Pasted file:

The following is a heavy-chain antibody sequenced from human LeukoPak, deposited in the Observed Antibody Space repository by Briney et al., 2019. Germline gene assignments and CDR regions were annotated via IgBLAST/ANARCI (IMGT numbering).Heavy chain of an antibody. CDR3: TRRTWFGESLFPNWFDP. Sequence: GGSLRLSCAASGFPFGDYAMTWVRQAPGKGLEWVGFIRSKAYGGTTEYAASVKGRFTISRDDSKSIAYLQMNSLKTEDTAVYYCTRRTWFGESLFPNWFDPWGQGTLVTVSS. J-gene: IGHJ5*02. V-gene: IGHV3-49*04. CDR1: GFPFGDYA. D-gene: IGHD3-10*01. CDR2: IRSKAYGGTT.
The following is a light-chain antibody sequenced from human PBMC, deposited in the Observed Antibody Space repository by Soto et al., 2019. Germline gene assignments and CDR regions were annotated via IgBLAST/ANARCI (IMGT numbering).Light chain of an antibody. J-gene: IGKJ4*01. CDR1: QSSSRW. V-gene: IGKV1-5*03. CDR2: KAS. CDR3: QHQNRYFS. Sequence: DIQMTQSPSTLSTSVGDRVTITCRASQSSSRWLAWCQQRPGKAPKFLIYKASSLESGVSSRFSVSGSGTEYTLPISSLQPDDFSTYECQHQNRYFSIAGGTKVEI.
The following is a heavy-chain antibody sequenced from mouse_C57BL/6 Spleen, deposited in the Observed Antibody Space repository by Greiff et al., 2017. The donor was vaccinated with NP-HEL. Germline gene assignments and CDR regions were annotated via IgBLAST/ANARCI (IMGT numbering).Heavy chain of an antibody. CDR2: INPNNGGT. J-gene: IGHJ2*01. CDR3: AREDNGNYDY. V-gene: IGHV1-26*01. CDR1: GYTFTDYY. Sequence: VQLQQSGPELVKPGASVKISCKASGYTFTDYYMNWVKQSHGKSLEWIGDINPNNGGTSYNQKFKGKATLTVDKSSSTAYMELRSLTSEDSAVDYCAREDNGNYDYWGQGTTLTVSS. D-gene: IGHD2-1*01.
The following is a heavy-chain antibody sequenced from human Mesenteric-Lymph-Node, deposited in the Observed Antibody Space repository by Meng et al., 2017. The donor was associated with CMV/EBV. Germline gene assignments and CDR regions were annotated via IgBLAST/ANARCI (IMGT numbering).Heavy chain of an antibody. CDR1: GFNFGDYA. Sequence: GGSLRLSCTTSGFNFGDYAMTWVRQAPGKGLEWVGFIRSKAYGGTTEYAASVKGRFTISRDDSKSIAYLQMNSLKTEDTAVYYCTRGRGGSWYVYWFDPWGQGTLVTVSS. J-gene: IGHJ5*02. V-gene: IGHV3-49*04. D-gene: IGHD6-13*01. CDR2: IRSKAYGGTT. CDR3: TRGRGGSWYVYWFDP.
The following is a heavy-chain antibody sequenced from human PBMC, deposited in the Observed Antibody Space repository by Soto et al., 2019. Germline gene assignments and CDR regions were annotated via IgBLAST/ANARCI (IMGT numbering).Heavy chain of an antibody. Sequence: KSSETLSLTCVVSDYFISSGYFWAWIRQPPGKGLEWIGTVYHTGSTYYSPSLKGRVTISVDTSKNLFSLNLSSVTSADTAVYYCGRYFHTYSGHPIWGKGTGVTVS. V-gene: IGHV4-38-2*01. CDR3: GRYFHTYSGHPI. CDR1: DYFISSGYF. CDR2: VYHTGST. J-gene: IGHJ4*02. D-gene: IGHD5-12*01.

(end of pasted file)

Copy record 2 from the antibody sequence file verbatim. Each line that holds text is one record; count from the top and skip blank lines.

The following is a light-chain antibody sequenced from human PBMC, deposited in the Observed Antibody Space repository by Soto et al., 2019. Germline gene assignments and CDR regions were annotated via IgBLAST/ANARCI (IMGT numbering).Light chain of an antibody. J-gene: IGKJ4*01. CDR1: QSSSRW. V-gene: IGKV1-5*03. CDR2: KAS. CDR3: QHQNRYFS. Sequence: DIQMTQSPSTLSTSVGDRVTITCRASQSSSRWLAWCQQRPGKAPKFLIYKASSLESGVSSRFSVSGSGTEYTLPISSLQPDDFSTYECQHQNRYFSIAGGTKVEI.